Contesting a will – top 10 frequently asked questions

16th March 2020

1. Who can contest a will?

Anyone may be able to contest a will. If a will is overturned, then a previous will (if there is one) will become valid. Accordingly, one of the first issues to consider is whether you were provided for in the previous will. If there is no previous will, then the rules of intestacy apply. In other circumstances, you may be able to claim that the will did not provide you with a reasonable financial provision or that you were promised property by the deceased and changed your circumstances as a result of that promise

2. Can I stop the Grant of Probate being obtained?

Yes – we can enter what is known as a caveat which puts a hold on the estate, preventing the Grant of Probate from being obtained. This lasts for six months and can be extended for further six month periods. You must have grounds to challenge the will in order to put a caveat in place, otherwise, an application can be made to set aside the caveat.

3. Is there a time limit to bring a claim?

For a claim for reasonable financial provision, you must bring a claim within six months of the date that the Grant of Probate was issued. For other claims, there is no time limit; however, it will be in your best interests to bring a claim as swiftly as possible and before the estate is distributed.


Contact our Disputed Wills, Trusts & Estates team now.


4. How do I prove that someone made the deceased change their will?

An allegation of undue influence is very hard to prove because, unfortunately, the deceased would be the best witness. This is why it is important at the outset to gather evidence which may assist your case. We will investigate all the circumstances for you, including the will file and assess whether you have sufficient evidence to suggest that the deceased was made to change their will.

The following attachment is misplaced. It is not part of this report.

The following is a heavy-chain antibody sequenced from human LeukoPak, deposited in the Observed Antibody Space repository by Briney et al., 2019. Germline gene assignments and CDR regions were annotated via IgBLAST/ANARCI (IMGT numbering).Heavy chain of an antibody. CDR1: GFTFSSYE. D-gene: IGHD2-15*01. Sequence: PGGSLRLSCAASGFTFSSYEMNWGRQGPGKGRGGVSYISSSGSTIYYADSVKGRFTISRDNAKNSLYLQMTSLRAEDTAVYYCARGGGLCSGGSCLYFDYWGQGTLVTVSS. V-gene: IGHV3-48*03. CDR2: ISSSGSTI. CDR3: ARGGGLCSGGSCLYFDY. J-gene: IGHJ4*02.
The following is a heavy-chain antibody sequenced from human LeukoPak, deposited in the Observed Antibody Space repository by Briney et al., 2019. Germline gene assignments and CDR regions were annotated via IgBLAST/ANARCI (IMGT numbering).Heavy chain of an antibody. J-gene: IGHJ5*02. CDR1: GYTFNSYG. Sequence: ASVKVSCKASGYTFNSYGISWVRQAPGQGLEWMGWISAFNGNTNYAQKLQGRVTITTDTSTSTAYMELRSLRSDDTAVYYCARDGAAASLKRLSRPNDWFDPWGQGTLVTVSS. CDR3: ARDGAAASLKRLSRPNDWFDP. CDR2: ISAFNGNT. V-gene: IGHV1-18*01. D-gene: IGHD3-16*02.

5. How are costs dealt with?

Contesting a will is a very emotional and time consuming process and it does involve significant costs. There are various ways that costs can be dealt with, and we are happy to discuss these options with you. With litigation, the general rule to costs is that the successful party will have a portion of their costs paid for by the losing party, but there are exceptions.

6. Can I get a copy of the deceased’s medical records?

We can apply for the deceased’s medical records, on the basis that you have a potential claim against the estate of the deceased. These records are helpful in building a picture of the physical and mental health of the deceased around the time the will was prepared.

7. Will a hand writing expert be needed?

Every case is different, but if you believe that the will may not have been executed properly, as it was not signed by the deceased, a hand writing expert may need to be instructed.

8. What is the role of the executors?

The role of executor is an important one and comes with various duties and powers. An executor must be impartial and must act in the best interests of the estate. There are often issues where an executor is also a beneficiary and confuses his two roles. If an executor is behaving improperly, this is something we can address.

9. Does it matter if we weren’t married?

If you were not married to the deceased, this will not necessarily prevent you from claiming against the estate in certain circumstances.

10. Are my parents allowed to cut me out of their will?

In England and Wales, a testator is free to change their will as many times as they like, at any time. However, if you are concerned about the circumstances in which the will was prepared or executed, then please do speak to us.

If you would like advice on bringing a claim against an estate, then we will be happy to help. Please contact Beth King-Smith, Head of Disputed Wills, Trusts & Estates on 01905 744842 or at [email protected].

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